mkdir –p ~/bin
ln –s ‘which make-3.81’ ~/bin/make
export PATH=~/bin:$PATH

Android also needs the Java6 SDK, and Arch only has Java7.  Unfortunately, the AUR build is broken, but you can still download the Java6 SDK and install it manually. You will then need to put it in your path.

cp ~/Downloads/jdk-6u45-linux-x64.bin/opt
cd /opt
chmod +x jdk-6u45-linux-x64.bin
ln -s /opt/jdk1.6.0_45/bin/java ~/bin/java

Gentoo Linux: You need to install ccache, a tool for caching partial builds:

emerge –av ccache

Because ccache is known to frequently cause support issues, Gentoo encourages you to use it explicitly and sparingly.
To enable the required use of ccache, in the subsequent step of this guide in which the ./build.shscript is called, Gentoo users should instead run the command with an explicitly extended path, i.e.:

PATH =/usr/lib64/ccache/bin:$PATH ./

Install ADB
The build process needs to pull binary blobs from the Android installation on the phone before building B2G (unless you’re building the emulator, of course).  For this, you will need ADB, the Android Debug Bridge.
Note: Remember that when you start to use ADB, the phone’s lock screen will need to be unlocked to view your phone’s contents (at least in later versions of the Firefox OS). You’ll probably want to disable the lock screen (we’ll get to that later in the build instructions).

Install Heimdall
Heimdall is a utility for flashing the Samsung Galaxy S2. It’s used by the B2G flash utility to replace the contents of the phone with Firefox OS, as well as to flash updated versions of B2G and Gaia onto the device. You’ll need it if you want to install Firefox OS on a Galaxy S2; it is not needed for any other device. For other devices, we build and use the fastboot utility instead.
There are two ways to install Heimdall:

  • You can download the code from Github and build it yourself
  • Use the package manager to install Heimdall
  • Run the following command in the terminal: “sudo apt-get install libusb-1.0-0 libusb-1.0-0-dev”

Configuring ccache
The B2G build process uses ccache. The default cache size for ccache is 1GB, but the B2G build easily saturates this; so around 10GB is recommended. You can configure your cache by running the following command inside the terminal:

ccache –max-size 10GB

Enabling remote debugging
Before you plug your phone back into your USB port, put it in USB developer mode. This allows you to debug and flash the phone. To enable developer mode, enable Remote Debugging in Developer Settings. Once the option is checked, remote debugging is enabled, and you are ready to go.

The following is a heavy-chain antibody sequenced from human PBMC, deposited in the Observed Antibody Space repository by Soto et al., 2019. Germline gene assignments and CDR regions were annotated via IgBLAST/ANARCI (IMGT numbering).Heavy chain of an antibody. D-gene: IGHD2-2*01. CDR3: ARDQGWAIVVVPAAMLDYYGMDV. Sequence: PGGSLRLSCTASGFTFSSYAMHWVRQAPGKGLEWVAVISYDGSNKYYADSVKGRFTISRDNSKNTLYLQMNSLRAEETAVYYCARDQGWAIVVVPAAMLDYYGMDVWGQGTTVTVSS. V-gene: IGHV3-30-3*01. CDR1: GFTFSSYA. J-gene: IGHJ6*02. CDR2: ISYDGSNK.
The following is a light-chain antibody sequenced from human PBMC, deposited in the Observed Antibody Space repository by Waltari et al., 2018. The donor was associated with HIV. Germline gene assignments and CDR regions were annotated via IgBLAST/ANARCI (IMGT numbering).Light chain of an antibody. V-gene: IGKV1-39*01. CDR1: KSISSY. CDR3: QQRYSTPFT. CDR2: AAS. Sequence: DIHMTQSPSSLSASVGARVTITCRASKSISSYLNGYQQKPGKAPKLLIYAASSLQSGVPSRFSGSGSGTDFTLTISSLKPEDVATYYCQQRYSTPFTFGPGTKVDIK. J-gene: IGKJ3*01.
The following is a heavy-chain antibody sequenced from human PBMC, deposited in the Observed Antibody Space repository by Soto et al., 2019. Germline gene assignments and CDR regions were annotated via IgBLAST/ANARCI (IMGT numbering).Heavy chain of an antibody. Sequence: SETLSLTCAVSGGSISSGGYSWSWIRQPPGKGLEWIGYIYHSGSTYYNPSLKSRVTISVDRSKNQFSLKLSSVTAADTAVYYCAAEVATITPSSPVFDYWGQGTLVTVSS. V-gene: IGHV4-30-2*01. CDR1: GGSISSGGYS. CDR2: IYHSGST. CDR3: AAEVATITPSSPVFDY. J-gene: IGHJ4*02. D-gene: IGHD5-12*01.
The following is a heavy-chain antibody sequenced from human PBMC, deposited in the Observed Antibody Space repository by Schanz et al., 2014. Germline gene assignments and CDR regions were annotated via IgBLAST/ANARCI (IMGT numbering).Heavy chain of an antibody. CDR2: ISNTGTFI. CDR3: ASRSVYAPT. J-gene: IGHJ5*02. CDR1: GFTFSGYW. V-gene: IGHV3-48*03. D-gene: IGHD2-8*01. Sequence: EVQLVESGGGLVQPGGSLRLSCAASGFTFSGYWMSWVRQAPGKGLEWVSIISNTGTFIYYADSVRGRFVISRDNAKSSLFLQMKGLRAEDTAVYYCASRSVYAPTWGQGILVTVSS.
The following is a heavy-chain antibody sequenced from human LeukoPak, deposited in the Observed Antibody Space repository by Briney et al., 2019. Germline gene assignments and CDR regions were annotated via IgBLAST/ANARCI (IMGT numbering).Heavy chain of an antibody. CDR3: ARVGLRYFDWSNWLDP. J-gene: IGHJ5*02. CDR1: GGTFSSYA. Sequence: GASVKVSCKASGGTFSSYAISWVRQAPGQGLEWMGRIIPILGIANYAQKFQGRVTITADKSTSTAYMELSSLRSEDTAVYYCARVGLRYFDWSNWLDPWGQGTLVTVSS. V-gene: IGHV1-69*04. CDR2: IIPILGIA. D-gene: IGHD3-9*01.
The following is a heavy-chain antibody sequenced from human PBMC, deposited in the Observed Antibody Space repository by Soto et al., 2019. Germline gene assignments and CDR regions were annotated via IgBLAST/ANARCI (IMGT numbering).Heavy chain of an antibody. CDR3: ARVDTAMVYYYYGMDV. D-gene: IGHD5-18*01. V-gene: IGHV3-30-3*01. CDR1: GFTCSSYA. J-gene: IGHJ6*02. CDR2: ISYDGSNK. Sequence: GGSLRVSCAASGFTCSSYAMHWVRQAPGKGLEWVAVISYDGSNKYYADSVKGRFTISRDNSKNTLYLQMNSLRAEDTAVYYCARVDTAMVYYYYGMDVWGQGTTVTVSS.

At this point, connect your phone to your computer via a USB cable (if you created the udev rule earlier, this will trigger udev to detect the phone and create the device node with the right permissions). You can now check if you can list your device via the ADB devices command (remember that ADB can only see your phone when the lock screen is unlocked). If everything has worked well, you should see an output similar to the following (which is for a Geeksphone Keon):

$ adb devices
List of devices attached
Full_keon device

Building Firefox OS
Depending on your Internet connection, the configuration takes a number of hours to download the files necessary to build Firefox OS (with a slow 150kbps connection, downloading gigabytes of Android repositories can take tens of hours).  Waiting is not as much fun as actually doing something, so after you have read through this page and have kicked off the configure script, consider using the time to set up and try out the Firefox OS simulator. Begin familiarising yourself with ‘Documentation for app developers’ including ‘Designing and Building an App’. You could also read up on information related to the upcoming steps.

Cloning the B2G repository
The first step, before you can start your first build, is to clone the B2G repository. This will not fetch everything! Instead, it will fetch the B2G build system and set-up utilities. Most of the actual B2G code is in the main Mozilla Mercurial repository.
To clone this repository, use Git and run the following commands in the terminal:

git clone git://
cd B2G

Once you’ve retrieved the core B2G build system, you need to configure it for the device on which you plan to install it. To get a list of supported devices, you can use the utility; run the following command from within the B2G directory:


When you enter the above command, you will get something like the following in the terminal screen:

Usage: ./ [-cdflnq] (device name)
Flags are passed through to |./repo sync|

Valid devices to configure are:
- galaxy-s2
- galaxy-s2
- nexus-4
- nexus-s
- nexus-s-4g
- flo “(Nexus 7 2013)”
- nexus-5
- flame
- otoro
- unagi
- inari
- keon
- peak
- leo
- hamachi
- helix
- wasabi
- fugu
- tara
- pandaboard
- emulator
- emulator -jb
- emulator -kk
- emulator -x86
- emulator -x86-jb
- emulator -x86-kk

Now, depending on the device you are working on, you can just build the emulator for it. For example, when you want to build the emulator for a Nexus device, you need to run the following command in the terminal:

./config nexus

Updating your B2G tree
When the repository is updated to a newer version of B2G, you’ll want to update your B2G tree. To do this, you can run the following commands in the terminal:

git fetch origin
git checkout origin/master

You can check that these worked correctly by running the following command:

git show HEAD

Starting the build process
Updating your code
If this isn’t your very first time building B2G, you might want to pull the latest code before you start to build. To do that, you should update both the B2G tools and the dependencies, using the following two commands:

git pull
./repo sync -d

The -d option switches the various projects’ HEAD back to their Android manifest revision (i.e., the default mainstream repository version). This is helpful if you made modifications to the repos (and have associated source changes) but want to revert back to the master version temporarily. It will leave your staged or working directory changes untouched.
Building the B2G tree
To start the build process, run the following command in the terminal inside the B2G folder:


It will take around one hour or more to build the B2Ge source code locally. Once you are done building the source code, you can start the emulator by running the following command in the terminal in the B2G folder itself:


Submitting bug reports on B2G, Firefox OS and Gaia
Once you’ve got a B2G/Firefox OS build running, you’ll probably want to start to file bug reports against this specific version, so that the Firefox OS community can improve things as effectively as possible. You’ll need to file the bug on Bugzilla, under the ‘Firefox OS’ project, but you should include specifics about the version:

  • To start with, give the major version number, e.g., This can be found on the device under Settings > Device Information
  • You can provide more specific version identifiers by returning the current hashes from the Gaia and Gecko repositories. This can be done as follows:
(cd gaia; echo “gaia $(git rev-parse HEAD)”)
(cd gecko; echo “gecko $(git rev-parse HEAD)”)

After making some changes in the B2G tree, you need to push them to the master tree, which is based on Git.